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A History of China by Wolfram Eberhard

Consolidation of the gentry Kao Tsu died in 195 B


the extreme south, around the present-day Canton, another independent empire had been formed in the years of transition, under the leadership of a Chinese. The narrow basis of this realm was no doubt provided by the trading colonies, but the indigenous population of Yueeh tribes was insufficiently civilized for the building up of a state that could have maintained itself against China. Kao Tsu sent a diplomatic mission to the ruler of this state, and invited him to place himself under Chinese suzerainty (196 B.C.). The ruler realized that he could offer no serious resistance, while the existing circumstances guaranteed him virtual independence and he yielded to Kao Tsu without a struggle.

3 _Brief feudal reaction. Consolidation of the gentry_

Kao Tsu died in 195 B.C. From then to 179 the actual ruler was his widow, the empress Lue, while children were officially styled emperors. The empress tried to remove all the representatives of the emperor's family and to replace them with members of her own family. To secure her position she revived the feudal system, but she met with strong resistance from the dynasty and its supporters who already belonged in many cases to the new gentry, and who did not want to find their position jeopardized by the creation of new feudal lords.

On the death of the empress her opponents rose, under the leadership of Kao Tsu's family. Every member of

the empress's family was exterminated, and a son of Kao Tsu, known later under the name of Wen Ti (Emperor Wen), came to the throne. He reigned from 179 to 157 B.C. Under him there were still many fiefs, but with the limitation which the emperor Kao Tsu had laid down shortly before his death: only members of the imperial family should receive fiefs, to which the title of King was attached. Thus all the more important fiefs were in the hands of the imperial family, though this did not mean that rivalries came to an end.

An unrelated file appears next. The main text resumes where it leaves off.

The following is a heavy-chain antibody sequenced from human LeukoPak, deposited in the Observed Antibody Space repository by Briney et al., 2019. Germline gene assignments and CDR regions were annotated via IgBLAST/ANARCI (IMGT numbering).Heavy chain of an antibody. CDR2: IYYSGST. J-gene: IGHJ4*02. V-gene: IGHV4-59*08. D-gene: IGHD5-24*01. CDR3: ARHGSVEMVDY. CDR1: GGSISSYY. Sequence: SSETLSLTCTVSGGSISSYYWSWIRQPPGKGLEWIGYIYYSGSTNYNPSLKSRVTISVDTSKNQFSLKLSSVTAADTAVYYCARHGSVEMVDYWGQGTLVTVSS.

On the whole Wen Ti's period of rule passed in comparative peace. For the first time since the beginning of Chinese history, great areas of continuous territory were under unified rule, without unending internal warfare such as had existed under Shih Huang-ti and Kao Tsu. The creation of so extensive a region of peace produced great economic advance. The burdens that had lain on the peasant population were reduced, especially since under Wen Ti the court was very frugal. The population grew and cultivated fresh land, so that production increased and with it the exchange of goods. The most outstanding sign of this was the abandonment of restrictions on the minting of copper coin, in order to prevent deflation through insufficiency of payment media. As a consequence more taxes were brought in, partly in kind, partly in coin, and this increased the power of the central government. The new gentry streamed into the towns, their standard of living rose, and they made themselves more and more into a class apart from the general population. As people free from material cares, they were able to devote themselves to scholarship. They went back to the old writings and studied them once more. They even began to identify themselves with the nobles of feudal times, to adopt the rules of good behaviour and the ceremonial described in the Confucianist books, and very gradually, as time went on, to make these their textbooks of good form. From this point the Confucianist ideals first began to penetrate the official class recruited from the gentry, and then the state organization itself. It was expected that an official should be versed in Confucianism, and schools were set up for Confucianist education. Around 100 B.C. this led to the introduction of the examination system, which gradually became the one method of selection of new officials. The system underwent many changes, but remained in operation in principle until 1904. The object of the examinations was not to test job efficiency but command of the ideals of the gentry and knowledge of the literature inculcating them: this was regarded as sufficient qualification for any position in the service of the state.

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